the values of Composite Reliability and Cronbach αscores of all constructs were above
than the recommended cut-off, i.e. .70, demonstrating good reliability (Nunnally and
Table 2further demonstrates that all item loadings are signiﬁcant (p< .01), in sup-
port of convergent validity (Gerbing and Anderson 1988). Inspection of inter-factor cor-
relation matrix revealed (see Table 3) slightly high correlations between trust and
satisfaction and trust and perceived risk constructs. While these slightly high correla-
tions are understandable due to their uniqueness (identiﬁcation of perceived risk as a
possible moderator between trust and repurchase intentions and predictor of repurchase
intentions and constructs’close nature in an online environment), we could expect
respondents to identify the theorised constructs as nearly indistinct (Hair et al. 2006;
Ping 2007). Chi-square difference test (Bagozzi and Phillips 1982) was used to assess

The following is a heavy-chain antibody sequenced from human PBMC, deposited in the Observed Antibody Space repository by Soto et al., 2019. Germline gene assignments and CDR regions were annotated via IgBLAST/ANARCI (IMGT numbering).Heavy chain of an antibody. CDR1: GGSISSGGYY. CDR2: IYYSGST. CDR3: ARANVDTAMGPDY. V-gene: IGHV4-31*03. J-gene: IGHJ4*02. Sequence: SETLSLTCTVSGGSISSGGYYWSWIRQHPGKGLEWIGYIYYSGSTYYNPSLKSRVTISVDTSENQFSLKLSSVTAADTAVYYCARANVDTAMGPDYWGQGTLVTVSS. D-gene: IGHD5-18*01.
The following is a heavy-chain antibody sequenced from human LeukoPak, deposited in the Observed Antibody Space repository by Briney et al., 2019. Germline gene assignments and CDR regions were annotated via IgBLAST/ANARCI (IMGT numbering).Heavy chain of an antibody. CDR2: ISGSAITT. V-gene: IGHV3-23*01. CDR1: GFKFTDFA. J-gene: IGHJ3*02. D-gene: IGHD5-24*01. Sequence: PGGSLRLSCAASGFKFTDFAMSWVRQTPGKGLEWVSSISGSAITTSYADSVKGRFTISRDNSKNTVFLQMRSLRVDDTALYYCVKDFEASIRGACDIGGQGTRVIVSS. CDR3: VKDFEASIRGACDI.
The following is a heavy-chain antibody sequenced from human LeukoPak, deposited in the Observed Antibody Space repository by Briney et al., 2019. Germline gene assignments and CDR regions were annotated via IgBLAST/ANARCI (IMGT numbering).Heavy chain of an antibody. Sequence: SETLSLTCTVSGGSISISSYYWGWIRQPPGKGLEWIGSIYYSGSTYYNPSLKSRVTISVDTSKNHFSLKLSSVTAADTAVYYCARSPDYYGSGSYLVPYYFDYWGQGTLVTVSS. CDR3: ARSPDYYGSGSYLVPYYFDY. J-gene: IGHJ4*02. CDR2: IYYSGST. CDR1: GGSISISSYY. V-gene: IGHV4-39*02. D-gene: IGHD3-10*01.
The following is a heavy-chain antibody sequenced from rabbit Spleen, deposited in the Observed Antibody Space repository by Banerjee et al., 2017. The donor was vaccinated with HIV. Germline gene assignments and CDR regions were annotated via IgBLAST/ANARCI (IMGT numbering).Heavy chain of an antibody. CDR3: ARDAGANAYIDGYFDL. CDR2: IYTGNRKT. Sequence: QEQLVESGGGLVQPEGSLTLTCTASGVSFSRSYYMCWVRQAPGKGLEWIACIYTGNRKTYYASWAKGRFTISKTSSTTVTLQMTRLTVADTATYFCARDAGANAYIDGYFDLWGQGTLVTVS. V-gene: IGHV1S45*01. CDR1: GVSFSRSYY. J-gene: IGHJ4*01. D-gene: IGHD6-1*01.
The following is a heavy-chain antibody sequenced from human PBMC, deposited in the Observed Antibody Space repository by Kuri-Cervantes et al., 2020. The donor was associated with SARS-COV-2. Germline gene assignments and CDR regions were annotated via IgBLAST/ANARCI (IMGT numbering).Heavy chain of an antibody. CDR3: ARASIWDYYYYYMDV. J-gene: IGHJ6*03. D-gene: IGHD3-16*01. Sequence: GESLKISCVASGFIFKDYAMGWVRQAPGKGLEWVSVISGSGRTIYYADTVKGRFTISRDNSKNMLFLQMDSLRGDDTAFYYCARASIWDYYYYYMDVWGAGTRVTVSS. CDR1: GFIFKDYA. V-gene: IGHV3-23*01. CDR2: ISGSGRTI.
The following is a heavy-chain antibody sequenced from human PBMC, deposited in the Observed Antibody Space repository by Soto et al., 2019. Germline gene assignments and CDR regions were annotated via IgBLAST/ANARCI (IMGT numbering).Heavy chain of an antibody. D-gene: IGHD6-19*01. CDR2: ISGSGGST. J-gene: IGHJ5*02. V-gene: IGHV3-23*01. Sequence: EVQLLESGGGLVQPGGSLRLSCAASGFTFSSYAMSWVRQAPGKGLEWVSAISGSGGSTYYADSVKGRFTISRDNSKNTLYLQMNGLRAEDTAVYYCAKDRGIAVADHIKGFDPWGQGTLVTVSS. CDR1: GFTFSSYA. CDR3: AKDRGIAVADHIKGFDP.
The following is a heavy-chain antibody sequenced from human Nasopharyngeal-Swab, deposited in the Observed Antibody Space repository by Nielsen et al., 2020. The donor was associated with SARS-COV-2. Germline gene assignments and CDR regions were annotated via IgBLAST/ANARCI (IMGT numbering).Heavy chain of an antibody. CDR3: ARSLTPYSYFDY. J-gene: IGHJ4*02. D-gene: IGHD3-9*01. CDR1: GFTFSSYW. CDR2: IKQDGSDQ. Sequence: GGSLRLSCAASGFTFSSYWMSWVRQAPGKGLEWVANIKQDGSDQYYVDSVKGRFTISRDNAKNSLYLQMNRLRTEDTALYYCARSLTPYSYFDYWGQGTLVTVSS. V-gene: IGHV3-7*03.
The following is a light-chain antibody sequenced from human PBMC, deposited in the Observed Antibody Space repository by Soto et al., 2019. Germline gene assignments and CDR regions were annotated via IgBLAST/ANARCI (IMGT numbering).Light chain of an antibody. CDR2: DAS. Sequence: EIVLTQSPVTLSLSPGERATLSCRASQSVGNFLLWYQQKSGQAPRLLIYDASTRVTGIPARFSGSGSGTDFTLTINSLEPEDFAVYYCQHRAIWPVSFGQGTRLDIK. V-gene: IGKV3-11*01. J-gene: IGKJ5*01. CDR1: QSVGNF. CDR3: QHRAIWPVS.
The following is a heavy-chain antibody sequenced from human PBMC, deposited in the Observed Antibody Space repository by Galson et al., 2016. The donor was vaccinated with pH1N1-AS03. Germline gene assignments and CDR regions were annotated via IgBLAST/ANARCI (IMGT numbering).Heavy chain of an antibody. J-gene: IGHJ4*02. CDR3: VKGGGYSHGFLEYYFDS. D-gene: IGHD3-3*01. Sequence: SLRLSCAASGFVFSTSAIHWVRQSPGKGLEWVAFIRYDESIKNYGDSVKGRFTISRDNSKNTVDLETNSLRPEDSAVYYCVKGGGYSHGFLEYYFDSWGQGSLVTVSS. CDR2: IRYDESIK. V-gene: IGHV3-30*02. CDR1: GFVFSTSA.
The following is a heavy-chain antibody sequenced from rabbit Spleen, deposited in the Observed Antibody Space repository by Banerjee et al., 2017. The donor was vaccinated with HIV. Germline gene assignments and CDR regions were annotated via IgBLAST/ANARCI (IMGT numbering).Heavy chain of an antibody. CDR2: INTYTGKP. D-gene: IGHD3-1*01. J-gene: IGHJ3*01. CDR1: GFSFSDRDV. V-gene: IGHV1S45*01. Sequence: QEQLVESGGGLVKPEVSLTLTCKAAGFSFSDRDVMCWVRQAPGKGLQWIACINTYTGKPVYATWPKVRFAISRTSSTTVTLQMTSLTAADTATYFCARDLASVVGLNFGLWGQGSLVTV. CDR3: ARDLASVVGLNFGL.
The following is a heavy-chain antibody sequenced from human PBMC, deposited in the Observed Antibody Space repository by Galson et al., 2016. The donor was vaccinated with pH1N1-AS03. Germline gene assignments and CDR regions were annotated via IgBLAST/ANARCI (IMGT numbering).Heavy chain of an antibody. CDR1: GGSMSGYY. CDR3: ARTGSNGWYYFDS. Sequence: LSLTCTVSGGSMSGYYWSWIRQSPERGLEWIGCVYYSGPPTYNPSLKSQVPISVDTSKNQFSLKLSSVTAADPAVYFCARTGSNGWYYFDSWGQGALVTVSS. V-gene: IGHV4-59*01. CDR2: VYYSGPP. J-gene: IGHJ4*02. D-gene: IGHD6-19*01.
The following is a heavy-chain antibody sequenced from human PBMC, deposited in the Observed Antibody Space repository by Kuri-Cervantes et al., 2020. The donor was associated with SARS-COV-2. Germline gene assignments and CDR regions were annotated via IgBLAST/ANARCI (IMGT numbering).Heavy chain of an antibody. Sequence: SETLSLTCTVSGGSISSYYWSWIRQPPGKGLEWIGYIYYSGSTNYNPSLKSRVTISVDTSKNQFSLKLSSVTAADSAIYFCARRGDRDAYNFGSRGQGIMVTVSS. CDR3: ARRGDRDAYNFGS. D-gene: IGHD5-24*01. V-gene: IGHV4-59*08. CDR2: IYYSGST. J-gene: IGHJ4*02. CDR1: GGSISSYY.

discriminant validity between each pair of constructs. In this method, the ﬁrst model
analysed through CFA will be a model where the two constructs are not correlated,
while the second will be the one where we will allow for correlation. Each model will
present a value for chi-square and degrees of freedom (df ). After doing the difference
between the values of the two models, we can see if the test is signiﬁcant or not
(Segars 1997; Bertea and Zait 2011). Signiﬁcant value of chi-square difference test
represents the discriminant validity between each pair of constructs in the model. The
chi-square difference test is signiﬁcant for satisfaction and trust (Δχ